I have been fortunate enough to travel the World since I was quite young, across Canada initially and then around the World with my Dad when he was speaking. As Dad was busy in Conferences, much of my exploring was on my own. This very much instilled a sense of adventure in me and a love of culture and tastes from around the World. It also made independent and unafraid of new experiences.
Unafraid, but not uninformed or reckless. This rang especially true for me this December when I was asked to go to Cairo, Egypt to speak at the IOETI 4th Annual e-Tourism & e-Marketing Conference. I was excited! I’d never been to Egypt, yet had been fascinated by it as a youngster, pouring over books of pyramids with my head spinning with tales of Arabian nights. But (yes, the big BUT) this was also the morning after the news was filled with images of violence in Cairo’s Tahrir Square and our family had already experienced too much loss and tragedy in 2011, so before making any decisions, I did some very thorough homework. I found travel bloggers that had recently been in Cairo, specifically ones like me – single and traveling solo – and emailed them. Thank you Lily Leung & Anne-Sophie Redisch for your insights. And I found friends of friends that were in Cairo and spoke to them. All reports were favourable. Cairo was save. The only violence had been in and around Tahrir Square. So I told my brother & sister to behave more like my Mom and be excited for me, and told the Conference I would love to come.
So what did I find when I got there? Exactly what I’d been told, a country that felt safe and welcoming.
I arrived in a night before my fellow speakers, so ended up at dinner on my own the first night, and a wonderful dinner that was, as the restaurant staff welcomed me warmly, introduced me to the Egyptian food and beer and taught me a few Egyptian words (which I apologize for butchering). I’d been nervous, as a single, scarfless gal to sit back and enjoy a beer on my own, but as I sat on the terrace overlooking the pool that first night, one showed up before me, courtesy of an Egyptian gentleman.
Now granted, I was staying at a 5-star hotel, the CityStars Intercontinental, being looked after by Memphis Tours Egypt, and a guest of Egyptian Tourism, but me being me, I ended up out on the town with locals two-nights (it would have been three, if I hadn’t had to bail on the last night) and I felt safe and welcomed wherever I went. I even spent an hour one night wandering the streets on my own looking for a friend, and although the scenery was quite different from an evening stroll in Canada, I felt totally safe.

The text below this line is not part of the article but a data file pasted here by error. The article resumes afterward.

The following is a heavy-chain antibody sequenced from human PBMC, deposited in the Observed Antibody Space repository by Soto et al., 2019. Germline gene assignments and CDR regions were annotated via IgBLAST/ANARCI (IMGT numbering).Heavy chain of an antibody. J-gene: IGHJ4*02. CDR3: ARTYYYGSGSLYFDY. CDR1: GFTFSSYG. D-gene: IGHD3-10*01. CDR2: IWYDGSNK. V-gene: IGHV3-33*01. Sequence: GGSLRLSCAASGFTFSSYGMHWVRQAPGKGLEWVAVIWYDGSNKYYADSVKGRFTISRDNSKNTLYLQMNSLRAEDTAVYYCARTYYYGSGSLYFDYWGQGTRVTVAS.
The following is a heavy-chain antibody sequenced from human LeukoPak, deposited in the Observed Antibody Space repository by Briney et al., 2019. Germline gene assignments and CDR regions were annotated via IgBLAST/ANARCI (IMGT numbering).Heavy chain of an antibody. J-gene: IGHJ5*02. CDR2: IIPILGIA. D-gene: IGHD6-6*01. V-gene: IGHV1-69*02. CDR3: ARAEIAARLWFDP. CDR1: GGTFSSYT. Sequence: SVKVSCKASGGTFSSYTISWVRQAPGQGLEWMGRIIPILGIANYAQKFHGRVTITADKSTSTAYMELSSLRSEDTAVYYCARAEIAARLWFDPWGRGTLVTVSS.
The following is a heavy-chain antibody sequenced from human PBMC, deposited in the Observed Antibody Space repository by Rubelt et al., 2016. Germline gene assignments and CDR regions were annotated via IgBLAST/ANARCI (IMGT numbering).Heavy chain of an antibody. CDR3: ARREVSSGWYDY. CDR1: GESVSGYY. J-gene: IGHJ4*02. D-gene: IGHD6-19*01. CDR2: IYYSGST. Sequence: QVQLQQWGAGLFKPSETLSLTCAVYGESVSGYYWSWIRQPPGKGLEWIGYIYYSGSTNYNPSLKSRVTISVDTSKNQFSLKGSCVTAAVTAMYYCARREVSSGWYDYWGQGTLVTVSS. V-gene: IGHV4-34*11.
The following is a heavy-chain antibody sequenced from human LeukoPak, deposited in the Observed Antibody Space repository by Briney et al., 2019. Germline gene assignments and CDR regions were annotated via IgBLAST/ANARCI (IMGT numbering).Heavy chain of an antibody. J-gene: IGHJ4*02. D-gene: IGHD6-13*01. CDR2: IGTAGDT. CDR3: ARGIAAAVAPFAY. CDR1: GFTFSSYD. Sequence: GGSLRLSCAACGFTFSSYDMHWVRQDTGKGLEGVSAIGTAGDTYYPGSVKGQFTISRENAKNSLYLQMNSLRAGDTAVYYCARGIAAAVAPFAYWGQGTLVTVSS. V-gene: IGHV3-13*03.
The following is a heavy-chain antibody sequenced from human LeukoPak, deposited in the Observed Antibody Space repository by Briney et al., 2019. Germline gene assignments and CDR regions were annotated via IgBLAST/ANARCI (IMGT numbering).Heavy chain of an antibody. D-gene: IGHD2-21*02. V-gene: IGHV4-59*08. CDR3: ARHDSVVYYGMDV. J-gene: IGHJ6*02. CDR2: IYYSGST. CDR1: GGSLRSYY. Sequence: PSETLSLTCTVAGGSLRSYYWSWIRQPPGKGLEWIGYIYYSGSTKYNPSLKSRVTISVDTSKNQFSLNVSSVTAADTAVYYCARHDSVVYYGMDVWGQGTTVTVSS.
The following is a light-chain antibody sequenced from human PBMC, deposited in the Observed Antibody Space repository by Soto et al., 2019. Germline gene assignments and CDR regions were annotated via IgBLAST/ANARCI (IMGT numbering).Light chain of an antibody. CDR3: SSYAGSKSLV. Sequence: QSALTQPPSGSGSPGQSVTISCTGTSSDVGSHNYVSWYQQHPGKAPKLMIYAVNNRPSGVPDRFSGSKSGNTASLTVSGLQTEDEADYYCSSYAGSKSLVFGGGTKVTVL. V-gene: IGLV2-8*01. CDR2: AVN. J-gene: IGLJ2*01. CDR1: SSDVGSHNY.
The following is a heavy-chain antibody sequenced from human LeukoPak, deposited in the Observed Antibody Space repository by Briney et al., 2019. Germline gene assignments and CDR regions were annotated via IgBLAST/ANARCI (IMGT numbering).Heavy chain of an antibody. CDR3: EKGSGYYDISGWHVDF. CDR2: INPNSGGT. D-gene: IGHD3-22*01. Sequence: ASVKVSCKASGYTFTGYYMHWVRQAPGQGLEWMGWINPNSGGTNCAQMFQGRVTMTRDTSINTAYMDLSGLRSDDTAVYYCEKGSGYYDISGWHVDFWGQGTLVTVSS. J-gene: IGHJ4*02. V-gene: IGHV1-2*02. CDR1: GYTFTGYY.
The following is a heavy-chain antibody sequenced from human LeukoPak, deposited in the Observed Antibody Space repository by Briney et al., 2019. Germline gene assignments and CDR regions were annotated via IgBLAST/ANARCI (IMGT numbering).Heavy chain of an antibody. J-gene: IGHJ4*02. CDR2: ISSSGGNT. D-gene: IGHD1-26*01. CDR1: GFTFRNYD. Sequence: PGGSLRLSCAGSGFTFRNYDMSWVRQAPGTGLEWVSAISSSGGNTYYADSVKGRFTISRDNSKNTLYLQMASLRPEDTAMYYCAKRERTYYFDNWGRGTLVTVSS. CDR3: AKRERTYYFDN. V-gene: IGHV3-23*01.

the word is safe. not save…
Thanks Liss! And that is why an editor is a grand thing. Especially, when writing in the wee hours of the morning.
Same for me! We have travelled to Egypt (included Cairo) in April last year. We felt safe and mostly welcomed!
Yeah, very friendly and inviting people.
WARM FELLINGS BIEN DITES
Gotta love it! I’ve got Tom Hanks commenting.
Dan and I still get strange looks when we tell people in the States that we were recently in Cairo. The public perception based on mainstream media is that the entire city is in flames, riot police and vigilante justice. But it’s then fun to tell people stories about all the friendly Egyptians we met and the invitations for tea and hookah pipes and endless “Welcome to Egypt!” from people of all ages. Sometimes they just can’t believe it. Thanks for doing your bit in spreading word about Egypt!
Yeah, I know. The mainstream media has not done Egypt any favours. Emme just interviewed me for a post on as much that she is working on for her site.
Just sad that we had to turn down the tea invite with those lovely ladies in Alexandria.
Loved your post on this, by the way.
Erica, I had a wonderful time in Egypt, as hopefully was conveyed in the various articles and blog posts I’ve written about it and that you refer to here. Couldn’t have felt more welcomed by the Egyptian people and I look forward to going back some time soon. From young kids to older adults, walking through the streets and markets and various tourist sites, the overwhelming theme was, as Audrey stated, “Welcome to Egypt!”
Yes, I enjoyed those posts Ralph & meeting you (along with Audrey and everyone else).
Glad you decided to go. And that you had a great time. And got proposals 🙂
Thanks Sophie! Your email really helped me in that decision. I really appreciate you taking the time to respond.
Ah, everyone has a different experience in Egypt. I’m so glad yours was positive.
Yes, very positive. Thanks Christopher!
Definitely encouraging to hear 🙂
how LOVELY. our daughter can’t WAIT to go…
Oh, she is bound to enjoy herself. Where is she going?
Wonderful, Egypt has been in my dreams for a while, I hope I’ll manage to go this year 🙂
I hope so too Angela!
Egypt Excursions Online
It was very good of you and i was there in intercontinental City Stars with you also i saw you in Conference and hear more about your experiences, Thanks for supporting Egypt, Also thanks to Lily Lung for blogger trip in Egypt With us.
It has been my pleasure Fouad!
Congratulations on lasting an hour solo on the streets of Cairo without being sexually harassed.
Now, I too have had great times with locals, been out for drinks and the like. I’ve also encountered numerous experiences of sexual harassment, both when solo and when with my 11yo son, and I think to present an escorted tour as a typical experience of solo female travel in Egypt is fundamentally dishonest.
Theodora – I was writing of my first experience in Cairo, when it was all very new to me – that first night. Since then I have had many others.
Some have been solo, some have been with locals, some with friends from home, and some as a part of an escorted tour. I do not claim that all of my travels are by myself, and in fact, if you were to read, you would discover that many are not, but rather with friends. Do your research before attacking someone.